Here's the raw video today of Mitt Romney at Solyndra slamming President Obama, the stimulus, and a "serious conflict of interest on the part of the president and his team."
Here's what Romney said:
Two years ago President Obama was here to tout this building and this business as a symbol of the success of his stimulus. Well you can see that's it a symbol of something very different today. It's a symbol not of success but of failure. It's also a symbol of a serious conflict of interest. An independent inspector general looked at this investment and concluded the administration had steered money to friends and family, to campaign contributors. This building, this half-billion taxpayer investment, represents a serious conflict of interest on the part of the president and his team.
Romney went on to claim that the Solyndra loan was an example of "heads and his cronies win, tails and the taxpayers lose."
The Solyndra loan has certainly been found to be problematic. But Romney's claim that an inspector general concluded that Obama "steered money to friends and family," well, that isn't true.
In 2009, Solyndra was given a $535 million loan guarantee under a Dept of Energy program created by the stimulus bill. In May, 2010, President Obama visited the firm and held it up as an example of the kind of green-energy company the administration was trying to cultivate. But in August of 2011, the firm laid off about 1,100 workers and filed for bankruptcy, providing Republicans with ready-made talking points against some favorite targets: Obama, renewable energy, the stimulus bill, and government involvement in business in general.
A series of negative revelations about the Solyndra loan, packaged by the Republican National Committee here, have provided fodder for GOP-led House hearings and negative advertising. And a Treasury Dept Inspector General audit released in April was titled "Consultation on Solyndra Loan Guarantee Was Rushed." The report concluded that DOE may not have properly consulted with Treasury about the loan.
And emails released to congressional investigators showed that a former Obama fundraiser who was an Energy Dept advisor pushed administration officials to finalize the loan in time for a visit by VP Joe Biden to Solyndra's groundbreaking. The advisor, Steve Spinner, had pledged to stay out of the Solyndra deal because his wife's law firm represented the company.
But, as CBS News reports today: "Republicans have not found evidence to back up claims by some lawmakers that the loan was approved for political reasons." The fact-checking site PolitiFact has a detailed entry on the Solyndra scandal. Here's its conclusion about a TV ad that makes the same claim about crony capitalism, Solyndra and Obama that Romney made today. This was written last November:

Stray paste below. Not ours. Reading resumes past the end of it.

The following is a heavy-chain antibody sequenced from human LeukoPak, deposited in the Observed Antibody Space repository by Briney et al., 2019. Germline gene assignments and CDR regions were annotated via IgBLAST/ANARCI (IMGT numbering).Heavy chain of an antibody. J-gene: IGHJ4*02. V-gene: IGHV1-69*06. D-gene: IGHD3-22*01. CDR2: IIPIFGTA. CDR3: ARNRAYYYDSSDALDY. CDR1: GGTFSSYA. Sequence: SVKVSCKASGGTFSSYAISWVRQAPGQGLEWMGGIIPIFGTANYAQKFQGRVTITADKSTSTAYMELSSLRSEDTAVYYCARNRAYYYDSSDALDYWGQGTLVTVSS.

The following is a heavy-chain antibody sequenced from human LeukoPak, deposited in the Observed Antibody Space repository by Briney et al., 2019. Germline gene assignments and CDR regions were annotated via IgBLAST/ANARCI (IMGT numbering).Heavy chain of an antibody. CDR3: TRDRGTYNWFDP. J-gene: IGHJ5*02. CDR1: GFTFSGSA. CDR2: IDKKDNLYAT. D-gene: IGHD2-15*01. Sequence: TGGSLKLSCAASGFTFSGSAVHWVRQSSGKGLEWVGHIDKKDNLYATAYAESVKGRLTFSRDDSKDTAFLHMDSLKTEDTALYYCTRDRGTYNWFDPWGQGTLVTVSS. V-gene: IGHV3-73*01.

Solyndra's story is unfinished. FBI and congressional investigations continue, and more information about the loan guarantee program may yet come to light.
The TV ad says "(President Barack Obama gave) half a billion in taxpayer money to help his friends at Solyndra, a business the White House knew was on the path to bankruptcy." Some of this is correct, while some isn't supported by the existing evidence.
First, the money wasn't Obama's to give. Solyndra's request predated his administration, and career Energy Department officials handled the deal.
Second, e-mails so far don't show an administration pushing through a loan to help Obama's "friends at Solyndra." Rather, it appears the administration asked the Energy Department officials to hurry the regular process, so the administration could burnish its stimulus efforts.
Third, while e-mails raised doubts about Solyndra's liquidity as the Energy Department finalized the loan, those questions were answered by an official who argued investors would step in to protect the project — red flags, yes. But awareness in the White House the company would dissolve? No.
The government wasn't the only blindsided investor — private investors put up far more, and stand to lose more, than taxpayers.
The Solyndra story might be one of the poor design of the Energy Department's loan guarantee program — something the Government Accountability Office has pointed out since 2008. And with the congressional investigation ongoing, we may learn more about the Obama administration's role in the loan program — perhaps better supporting the ad's claims. For now, though, information in the public record does not support the ad's claim that the Obama White House is a pay-to-play cash machine for the politically well-connected. We rate this ad's claim Mostly False.
Earlier today, KQED's Ian Hill Storified all the Twitter chatter from reporters who were told by the Romney campaign they were being taken somewhere, but not the actual location...